Orange County


Shaun Brumder (Colin Hanks) is not happy with his station in life. Well, Orange County used to please him just fine, with its sandy beaches and rolling waves where he partied and surfed day and night with his friends, but since he’s had his calling. Reading a novel by Marcus Skinner (Kevin Kline) inspired him so much that he vowed to become a writer himself. His dream became to be able to go to Stanford University to study under Skinner, and at the same time escape his ever kookier home life. He’s pretty tired of being caught between his divorced parents, whether it’s his drunken drama queen of a mom (Catherine O’Hara), who’s remarried with a crippled rich old man, or his self-centered dad (John Lithgow), who’s shacking up with a 20 year old bimbo (Leslie Mann), And it’s not his drugged out slacker of a brother (Jack Black) who’s gonna help him lose his blues. Unfortunately, his frustratingly incompetent guidance counsellor (Lily Tomlin) sent the wrong file to the Admissions department, and Shaun was rejected in spite of his high grades. Yet he’s not ready to give up, and with the help of his loyal girlfriend (Schuyler Fisk), he’ll do whatever he can to not let his dream escape him…

“Orange County” is a good but unexceptional little comedy most notable for its stellar cast. Every other bit part is played by a well known and liked actor, including Jane Adams from “Happiness”, washed out ‘comic’ Chevy Chase, Ben Stiller or directors Gary Marshall and Harold Ramis. At the centre of it all are the young couple, played by a pair of second generation young stars. Colin Hanks, like his father, evokes decency and sensibility, and he’s a pretty funny and likable performer who carries the film with apparent ease. Schuyler Fisk, daughter to Sissy Spacek, supports him nicely as his animal freak, girl-next-door love interest. And then there’s Jack Black… Oh, that dude has got to be the most welcomed comic find of the last few years. Of course, he’s at his best fronting the greatest band in the world, Tenacious D, but he also keeps livening up movies with his rugged charisma and in-your-face attitude. Here, his Lance is a marvel to be seen, always partying or partied out, a real shaggy, fat, vulgar, perpetually high mess of a guy who somehow manages to reveal a big heart and unexpected charm.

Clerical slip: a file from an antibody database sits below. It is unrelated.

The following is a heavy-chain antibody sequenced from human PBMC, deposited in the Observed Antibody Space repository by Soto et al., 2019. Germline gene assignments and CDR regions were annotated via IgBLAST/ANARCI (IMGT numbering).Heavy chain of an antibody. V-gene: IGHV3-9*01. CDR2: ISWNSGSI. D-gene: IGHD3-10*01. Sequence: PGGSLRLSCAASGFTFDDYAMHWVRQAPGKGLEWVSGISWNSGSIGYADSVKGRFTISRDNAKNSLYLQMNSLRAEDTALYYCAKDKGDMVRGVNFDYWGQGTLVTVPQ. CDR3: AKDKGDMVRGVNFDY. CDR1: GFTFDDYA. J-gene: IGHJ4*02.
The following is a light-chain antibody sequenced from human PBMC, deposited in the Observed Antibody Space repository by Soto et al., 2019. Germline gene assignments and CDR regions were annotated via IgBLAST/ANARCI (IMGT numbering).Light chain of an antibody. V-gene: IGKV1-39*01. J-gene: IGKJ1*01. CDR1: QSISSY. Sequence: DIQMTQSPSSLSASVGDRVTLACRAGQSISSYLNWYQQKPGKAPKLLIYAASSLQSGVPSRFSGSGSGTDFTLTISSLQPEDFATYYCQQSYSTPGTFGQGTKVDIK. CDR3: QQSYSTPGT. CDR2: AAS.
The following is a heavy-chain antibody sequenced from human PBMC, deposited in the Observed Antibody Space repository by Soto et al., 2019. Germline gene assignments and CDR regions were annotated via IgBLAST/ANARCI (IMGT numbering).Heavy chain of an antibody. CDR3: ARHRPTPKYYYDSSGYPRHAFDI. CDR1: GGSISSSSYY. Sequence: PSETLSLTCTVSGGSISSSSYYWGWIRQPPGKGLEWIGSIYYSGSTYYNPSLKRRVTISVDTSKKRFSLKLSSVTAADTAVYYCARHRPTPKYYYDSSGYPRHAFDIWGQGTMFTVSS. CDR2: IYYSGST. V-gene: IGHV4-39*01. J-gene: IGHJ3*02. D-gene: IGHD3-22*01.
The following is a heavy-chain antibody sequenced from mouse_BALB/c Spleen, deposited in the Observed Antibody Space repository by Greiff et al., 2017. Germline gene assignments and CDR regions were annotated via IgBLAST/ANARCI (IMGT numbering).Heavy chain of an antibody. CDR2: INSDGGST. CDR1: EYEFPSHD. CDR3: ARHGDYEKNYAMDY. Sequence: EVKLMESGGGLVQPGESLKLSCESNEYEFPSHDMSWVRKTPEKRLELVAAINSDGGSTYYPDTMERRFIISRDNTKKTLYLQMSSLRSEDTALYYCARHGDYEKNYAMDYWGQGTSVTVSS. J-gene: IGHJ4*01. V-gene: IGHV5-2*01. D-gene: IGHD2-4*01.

The film was directed by Jake Kasdan, a Hollywood brat himself (his old man is Lawrence Kasdan, who directed “The Big Chill”). I loved his debut “Zero Effect” but this time around it’s as if he just puts this and that good actor together and leaves them room to do their thing, without giving the film a clear drive. Maybe it’s the script by Mike White (who wrote and starred in the disturbing “Chuck & Buck”) which is to blame. It holds up well enough, with interesting and/or amusing ideas and characters here and there, and in theory, the way it shies away from the anything-for-a-laugh thinking of most teen comedies is admirable. Then again, as I watched the movie, I kind of wished it traded some of its pathos for being half as funny as an “American Pie” or a “Road Trip”. Because, while it means well in wanting to be about writing and inspiration, about the meaning of family and whatnot, White’s script ends up falling quite short of its ambitions and it can’t deliver anything deeper than a “Wizard of Oz”-like ‘there’s no place like home’ lesson. “Wonder Boys” this isn’t.

What’s more disorienting is that in its early scenes, the film works so hard at making us understand Shaun for wanting to leave the people around him that it becomes a caricature, but then we’re supposed to accept how everyone tones down the hysterics to give the movie a forced way-too-happy ending? “Orange County” is pleasant enough to watch, with a few hilarious Jack Black moments, and it makes you want to see more of Hanks and Fisk, but overall it just isn’t all that memorable. Worth a rental.